Lindemann Audio Limetree Network DAP / Headamp
Good things do come in small packages.
Review By Rufus Smith
Do good things really come in small packages and at ridiculously low price points? I have always thought diminutive audio products always had too many compromises in their design to be used in anything but a portable playback system. I have also found that when a product is designed to a low price point, the sound usually suffers. When Enjoy the Music.com was offered the opportunity to review the Limetree Digital Network player from German audio manufacturer, Lindemann Audiotechnik GmbH I jumped at the opportunity to see if my prejudices held true.
In business since 1993, Lindemann has been a leader in digital sound reproduction. Founded by Norbert Lindemann, the company became one of the first manufacturers worldwide to bring a CD player with upsampling technology to market with the introduction of the CD1. This remarkable player and its refined sibling, the CD1 SE became the company’s top selling product since the founding of the company until the introduction of the Musicbook DSD in 2016. With the cooperation of Sony, Lindemann introduced the first German produced SACD Player in 2001. The D680 soon became recognized as one of the finest digital sources due to the analog nature of its CD, HDCD and SACD reproduction.
In conjunction with their 25th Anniversary, Lindemann launched the new Limetree series which promises first-class performance at a more affordable price point. Included in the new line are a phono preamplifier, a headphone amplifier, a USB-DAC, a streaming bridge and a network player, which is the subject of this review.
I knew Lindemann Audio’s Limetree Network player / headphone amplifier was small before it arrived, yet was not prepared for just how small it is. The Network is a 4.2″ x 1.6″ x 4.2″ aluminum box weighing in at a whopping .66 ounces. The front panel is rather plain with an on/off toggle switch that also allows the conversion of the data stream into 1-bit DSD. There are two LEDs that indicate the sampling rate and that the digital stream is being converted into DSD. There is also a standard 3.5mm headphone jack. The back panel features a pair of analog outputs via standard RCA connectors, a USB 2.0 port to allow the use of external music storage devices, a port for the antenna to allow use of the Network’s WLAN capability (IEEE, 802.111a/b/g/n/ac, dual band), an 100Mbps Ethernet port is also provided to allow a hard wired network. In addition, the Limetree Network is also Bluetooth compatible with devices that utilize the A2DP protocol. Rounding out the back panel is the port for the connection of the “wall wart” that provides power to the Network.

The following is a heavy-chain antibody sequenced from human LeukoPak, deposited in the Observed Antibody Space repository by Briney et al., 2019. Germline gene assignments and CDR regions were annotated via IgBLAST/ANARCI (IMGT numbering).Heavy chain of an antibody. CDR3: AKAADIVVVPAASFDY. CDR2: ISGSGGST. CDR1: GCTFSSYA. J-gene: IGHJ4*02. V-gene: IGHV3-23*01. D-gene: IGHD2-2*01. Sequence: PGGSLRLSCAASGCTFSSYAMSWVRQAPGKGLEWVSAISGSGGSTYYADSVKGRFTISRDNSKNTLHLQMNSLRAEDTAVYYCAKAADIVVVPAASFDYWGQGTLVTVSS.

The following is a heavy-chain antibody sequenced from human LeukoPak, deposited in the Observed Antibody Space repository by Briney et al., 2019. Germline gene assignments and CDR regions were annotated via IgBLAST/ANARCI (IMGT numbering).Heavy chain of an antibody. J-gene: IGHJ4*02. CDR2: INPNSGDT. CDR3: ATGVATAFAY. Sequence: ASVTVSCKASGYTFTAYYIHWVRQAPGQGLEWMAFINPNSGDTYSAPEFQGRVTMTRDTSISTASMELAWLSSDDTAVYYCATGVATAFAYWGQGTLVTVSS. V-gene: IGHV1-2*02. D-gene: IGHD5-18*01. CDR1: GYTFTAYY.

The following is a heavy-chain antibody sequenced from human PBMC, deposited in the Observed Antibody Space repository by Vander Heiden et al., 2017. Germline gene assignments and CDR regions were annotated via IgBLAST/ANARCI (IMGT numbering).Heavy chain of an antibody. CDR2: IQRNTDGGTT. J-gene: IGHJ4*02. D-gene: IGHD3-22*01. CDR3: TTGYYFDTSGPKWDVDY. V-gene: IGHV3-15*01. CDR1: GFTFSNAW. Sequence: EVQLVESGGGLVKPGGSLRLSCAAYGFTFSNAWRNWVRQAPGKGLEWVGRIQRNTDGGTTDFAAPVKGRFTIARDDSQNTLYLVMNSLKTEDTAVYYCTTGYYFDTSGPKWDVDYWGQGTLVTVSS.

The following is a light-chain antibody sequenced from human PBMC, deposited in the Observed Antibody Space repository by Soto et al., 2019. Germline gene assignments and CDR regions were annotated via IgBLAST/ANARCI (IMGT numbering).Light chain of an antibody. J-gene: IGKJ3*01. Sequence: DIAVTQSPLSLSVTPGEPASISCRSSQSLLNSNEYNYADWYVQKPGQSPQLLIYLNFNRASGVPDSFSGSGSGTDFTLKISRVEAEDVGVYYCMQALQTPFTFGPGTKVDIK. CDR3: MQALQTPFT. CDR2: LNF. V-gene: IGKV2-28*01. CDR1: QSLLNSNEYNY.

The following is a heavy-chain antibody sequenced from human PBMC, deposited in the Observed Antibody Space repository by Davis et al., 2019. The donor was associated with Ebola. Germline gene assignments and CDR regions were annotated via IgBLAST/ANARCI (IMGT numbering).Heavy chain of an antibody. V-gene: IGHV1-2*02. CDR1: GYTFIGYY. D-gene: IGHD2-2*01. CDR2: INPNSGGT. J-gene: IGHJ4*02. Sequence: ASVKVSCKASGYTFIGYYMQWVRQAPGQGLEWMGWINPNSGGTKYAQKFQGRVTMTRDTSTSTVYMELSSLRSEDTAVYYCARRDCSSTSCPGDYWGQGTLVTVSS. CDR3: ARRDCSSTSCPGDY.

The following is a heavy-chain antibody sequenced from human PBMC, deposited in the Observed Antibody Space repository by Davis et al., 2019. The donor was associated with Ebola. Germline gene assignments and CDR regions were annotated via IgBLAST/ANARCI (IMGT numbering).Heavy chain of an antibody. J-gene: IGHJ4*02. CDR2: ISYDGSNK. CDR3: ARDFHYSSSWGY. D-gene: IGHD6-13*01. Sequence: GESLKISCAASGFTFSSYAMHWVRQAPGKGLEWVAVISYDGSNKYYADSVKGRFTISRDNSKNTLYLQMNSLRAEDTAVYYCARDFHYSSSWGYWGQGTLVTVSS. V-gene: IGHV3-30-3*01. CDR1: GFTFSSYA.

Lindemann’s Limetree Network is able to decode WAV, FLAC, AIFF, ALAC, MP3, AAC, Ogg Vorbis, WMA and DSD files. It is compatible with streaming services Tidal, Deezer, Qobuz Hi-Res Audio, Spotify, Internet Radio and Podcasts.
The small chassis contains everything one would expect to see inside a high-definition DSD-capable network player. The Limetree Network utilizes two AK4452 DACs operated in dual differential mode, one for each channel. The DACs are coupled to an AK4137 re-sampler. All digital files are post synchronized using the ultra-low-jitter MEMS Femto Clock. This technology, which was developed by Lindemann promises to effectively eliminate jitter resulting in the best possible sound reproduction.
One additional advantage of using the AK4137 chips is that it allows the Lindemann Limetree Network to re-sample PCM signals into DSD. This is said to allow for more transparency and natural reproduction. PCM signals are supported up to 24-bit resolution with sampling rates of 384 kHz and DSD signals up to the DSD256 format. The sampling rate being used by the unit is indicated by the color of the SR LED on the front panel.
I am known for being somewhat challenged by most digital devices but the setup of the Limetree was the easiest I have ever experienced. From unpacking it to playing music took me less than 15 minutes and that included installing Lindemann’s proprietary app, which turns your Apple iPhone or iPad (yes, there is an Android version available) into a handy dandy remote control. The app is very intuitive and user friendly. From the home screen, you can access the music on your mobile device, music on any servers on your network, or any storage devices attached via the USB port. Don’t forget you can also link a device via Bluetooth. The app also provides options for you to connect with paid services such as Tidal or Spotify.
I honestly can say that I was not prepared for what I heard with the Limetree. I honestly was expecting a presentation that was nice and polite but not comparable to products costing many times more. What I got was a presentation that was full bodied and natural sounding rather than constricted and artificial sounding, which is what I expect from lower priced digital devices. Montezuma from Cusco’s 1994 album “Apurimac II” contains Central and South American sounds that have been reincarnated with a decidedly modern European flavor. The track starts out with the sound of a Peruvian Flute that is presented with a sense of air surrounding it.